Dancing in a Whirlwind
Dancing in a Whirlwind
A Dramatic Review by Halowah
Any dancer is going to find the play “Dancing in a Whirlwind” controversial on some level. Yet, all dancers will relate to many of the images and performance stories, both tragic and comic, recounted in the first person by solo actress Anne Galvan, who plays retired bellydancer, Zoumiah Hanoum. In the long term, this play may help chronicle the lives of American belly-dancers in the ‘50’s and ‘60’s.
The play is written by Richard Caulfeild Goodman, and based on an oral history he compiled from Zoumiah herself. In fact, Zoumiah was present all the nights I attended the play, and maintains a keen interest in all aspects of the production. Its premiere was produced by Tailspinners Theatre during June, 1994, at the Cable Car Theatre in San Francisco. Paul Hellyer directed. The play may next be produced in Los Angeles, so stay tuned for more details.
The Healing Powers of Self-expression
With its humorous vignettes on the life of a professional bellydancer, the play should delight any fans of dance and dance performers. On a deeper level, the play explores how a woman used dance to heal terrible wounds and to recover her inner strength. There are moments when the protagonist and soloist says things that simply make you, as a bellydancer, want to cringe. However, the underlying drama is so powerful that most dancers can overlook the occasional unlearned remarks about the art form.
The play brilliantly shows bellydance as a means of healing, and a sometimes spiritual expression that helps Zoumiah miraculously emerge from horrible experiences of her childhood. Into the first act, the play describes the brutal gang-rape in a New York parking lot when she was twelve years old. The gang almost ritualistically mutilated her with switchblades, slicing her cheeks and slitting open her abdomen. Not only is the stomach the softest, most vulnerable part of the female body, but it is also the seat of a woman’s creative power. Later in the play, Zoumiah places her hands on the center of her body, just below her breasts, and says simply, “This is the seat of my soul.” The audience realized this is a woman who is not only physically scarred, but goes through life with a wounded soul. The raw intensity of language, and Anne Galvan’s emotional power in this scene leave the audience in frozen shock.
The Whirlwind as Metaphor
The rape and its repercussions become the dark whirlwind that sweeps through the play and carries Zoumiah along — a well-chosen visual image. It seems that sometimes she controls it by centering herself through dance:
“(Dancing) calmed the storm in my mind. The storm stays with you and torments you, but it was as if I moved into the eye of the storm, into a patch of calm where I could recover my being.”
Then there are times when Zoumiah cannot control the storm. At one point, Zoumiah must (under her old marriage contract) ship her children off to school and ends up in the hospital with a drug overdose, “as if that storm in my mind sprang out of control, spinning me into total darkness.” And, finally, at the end of the play, Zoumiah looks back on her tragically shortened childhood:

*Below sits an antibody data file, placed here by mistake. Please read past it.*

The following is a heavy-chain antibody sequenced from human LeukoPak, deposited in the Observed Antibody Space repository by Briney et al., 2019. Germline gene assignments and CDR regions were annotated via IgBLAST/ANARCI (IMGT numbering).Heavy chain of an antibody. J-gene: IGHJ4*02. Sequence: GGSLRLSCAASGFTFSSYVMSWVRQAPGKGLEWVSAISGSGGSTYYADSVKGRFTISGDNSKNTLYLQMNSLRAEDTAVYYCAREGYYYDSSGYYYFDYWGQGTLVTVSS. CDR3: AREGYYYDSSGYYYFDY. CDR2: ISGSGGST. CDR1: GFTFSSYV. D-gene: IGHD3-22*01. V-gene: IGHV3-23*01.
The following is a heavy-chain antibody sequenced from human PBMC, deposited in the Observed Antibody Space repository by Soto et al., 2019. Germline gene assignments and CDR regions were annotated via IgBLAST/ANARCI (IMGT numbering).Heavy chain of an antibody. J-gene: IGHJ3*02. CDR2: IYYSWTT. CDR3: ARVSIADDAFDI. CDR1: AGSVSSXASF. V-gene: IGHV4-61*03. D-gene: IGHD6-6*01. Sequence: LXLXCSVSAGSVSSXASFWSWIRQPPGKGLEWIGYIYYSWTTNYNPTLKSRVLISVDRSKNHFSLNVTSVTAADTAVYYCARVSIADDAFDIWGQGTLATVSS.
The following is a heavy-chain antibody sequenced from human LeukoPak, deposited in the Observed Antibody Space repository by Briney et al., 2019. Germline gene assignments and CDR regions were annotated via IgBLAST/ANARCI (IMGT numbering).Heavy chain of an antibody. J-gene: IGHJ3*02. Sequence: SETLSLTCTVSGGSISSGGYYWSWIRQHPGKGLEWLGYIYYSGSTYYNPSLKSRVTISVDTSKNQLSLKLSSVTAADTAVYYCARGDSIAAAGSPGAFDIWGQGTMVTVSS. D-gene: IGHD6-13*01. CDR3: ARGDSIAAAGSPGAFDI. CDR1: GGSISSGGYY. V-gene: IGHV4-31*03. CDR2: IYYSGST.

“Those boys, the boys who raped me, were blown in like leaves in a whirlwind of destruction. They sure as hell came from abused backgrounds, and they spread that abuse like an airborne disease. I was lucky. I went in another direction. And THAT was SOMETHING!”
A month after the rape, fleeing from an uncaring mother and a father who simply did not know how to help her heal, Zoumiah lived on the streets for a month before she was taken in by a house of gay male performing artists. The men treated her as their daughter, feeding and clothing her, sending her to parochial school and Duncan (Isadora Duncan-style) dance classes.
The Making of a Dancer
While living with her Greek immigrant father (a musician and maker of ouds and doumbeks), Zoumiah had been exposed to Greek and Arabic music and culture. But it was within the Duncan milieu that she began to express herself emotionally, even when it meant she must experience suppressed emotions from her tragic past. By the end of the first act, Zoumiah tells us she married young and left the gay house. We don’t know much about this part of Zoumiah’s life from the play. It picks up again in the second act when she describes herself as a working single parent of four, bravely deciding to make a living as bellydancer. In an effort to distinguish herself from others, she traveled to Egypt, stayed with her father’s relatives and sought out dancers she could learn from. After lessons from a young village girl whom she carefully selected as her teacher, she embarked on her professional dance career in Florida and the Bahamas.
(Editor’s note: In a recent in depth interview of Zoumiah and playwright Richard Goodman, Haloweh and Zulya touched on Zoumiah’s performing years in the sixties and early seventies, when she was in her twenties and early thirties. Zoumiah commented: “New York had excellent dancers…Morocco, if it is the same one…Yzula, or was it Zula?…I started in New York, but I sprung out in Florida…the Fountain Bleu…” and other hotels on the beach. She also owned and operated Zoumiah’s Egyptian Gardens in Tarpon Springs, Florida.)